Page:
How to get a job in film and television

The best way to get into the film and television business in Ireland.

Image for How to get a job in film and television

Firstly, sending CVs to television companies is unlikely to result in job offers for those starting their careers. The RTÉ website does advertise positions in its Careers section, but don’t hold your breath. (The BBC also advertises entry-level positions: there is a training scheme which can lead to employment within the BBC, but competition for these places is cut-throat.)

The other two national television stations are TV3 (a free-to-air commercial, independent television network) and TG4 (which seeks to ‘provide a high quality programming schedule in Irish and other languages’). TG4 has broken the mould over the last few years – the average employee age is around 28 and younger employees are being given proper responsibility, which has not previously been standard practice in Irish television.

The normal pattern in film and television is to do a degree in media, film, advertising, journalism or a related field and then spend a few years working freelance for a pittance while building up a CV and establishing a reputation which will lead to more regular work. This can be seen as an ‘apprenticeship’ period and graduates should realise that they will probably need to support themselves for about two to three years, whether this be by working graveyard shifts or borrowing up to the hilt.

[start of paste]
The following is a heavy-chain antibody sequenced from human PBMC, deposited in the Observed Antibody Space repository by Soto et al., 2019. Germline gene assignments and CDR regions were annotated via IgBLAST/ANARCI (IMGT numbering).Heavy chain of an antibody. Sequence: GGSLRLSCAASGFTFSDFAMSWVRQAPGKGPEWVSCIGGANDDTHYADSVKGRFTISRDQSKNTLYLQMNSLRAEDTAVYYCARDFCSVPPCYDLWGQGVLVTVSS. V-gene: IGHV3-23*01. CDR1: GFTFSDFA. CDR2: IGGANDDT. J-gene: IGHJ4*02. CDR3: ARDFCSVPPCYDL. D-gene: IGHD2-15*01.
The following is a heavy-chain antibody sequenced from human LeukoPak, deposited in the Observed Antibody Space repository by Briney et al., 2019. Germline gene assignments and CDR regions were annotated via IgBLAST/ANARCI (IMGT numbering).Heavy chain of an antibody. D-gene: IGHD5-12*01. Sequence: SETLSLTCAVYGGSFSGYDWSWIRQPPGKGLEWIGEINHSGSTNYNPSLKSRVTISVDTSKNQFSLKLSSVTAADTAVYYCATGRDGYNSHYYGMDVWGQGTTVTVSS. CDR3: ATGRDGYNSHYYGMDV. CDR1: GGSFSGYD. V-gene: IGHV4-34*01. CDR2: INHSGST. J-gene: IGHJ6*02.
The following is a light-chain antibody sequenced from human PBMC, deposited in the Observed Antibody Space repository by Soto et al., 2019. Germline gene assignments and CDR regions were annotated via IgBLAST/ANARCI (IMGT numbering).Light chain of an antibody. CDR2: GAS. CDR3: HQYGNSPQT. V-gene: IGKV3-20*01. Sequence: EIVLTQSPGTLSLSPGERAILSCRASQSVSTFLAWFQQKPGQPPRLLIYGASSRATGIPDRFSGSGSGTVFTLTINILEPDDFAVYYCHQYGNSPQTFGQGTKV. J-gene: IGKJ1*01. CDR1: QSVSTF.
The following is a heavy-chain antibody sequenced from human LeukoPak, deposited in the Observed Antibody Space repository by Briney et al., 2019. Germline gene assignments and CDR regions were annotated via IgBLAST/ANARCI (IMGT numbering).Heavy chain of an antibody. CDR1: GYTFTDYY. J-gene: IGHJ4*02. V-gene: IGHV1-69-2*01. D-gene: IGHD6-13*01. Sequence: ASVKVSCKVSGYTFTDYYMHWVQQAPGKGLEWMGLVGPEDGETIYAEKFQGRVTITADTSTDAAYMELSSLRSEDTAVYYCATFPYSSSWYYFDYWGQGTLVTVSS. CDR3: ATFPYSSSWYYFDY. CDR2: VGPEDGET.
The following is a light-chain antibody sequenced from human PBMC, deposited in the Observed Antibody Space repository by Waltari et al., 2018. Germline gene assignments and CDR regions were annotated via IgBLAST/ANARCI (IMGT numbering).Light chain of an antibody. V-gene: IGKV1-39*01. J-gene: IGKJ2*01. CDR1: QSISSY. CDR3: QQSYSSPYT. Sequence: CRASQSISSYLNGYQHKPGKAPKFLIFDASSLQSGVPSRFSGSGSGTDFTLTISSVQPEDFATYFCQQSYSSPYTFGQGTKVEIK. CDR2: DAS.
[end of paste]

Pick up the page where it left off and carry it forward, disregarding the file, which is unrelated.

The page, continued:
So, the first step is probably to get a short-term contract, or even just a work experience placement, with a production company. There are a number of publications available from the Irish Film Institute which list production companies and give contacts and addresses. These can be sourced on their website, but be warned: every company listed is bombarded in May of every year with placement requests and very few are in a situation to be able to provide them.

A more strategic route is to keep up to date with what projects are due to begin production and then apply to the relevant companies. Many short-term productions run over the summer or last for six to eight weeks. This work experience can be invaluable to those starting out.

Cherry picked for you

Cherry picked for you

and delivered directly to your feed.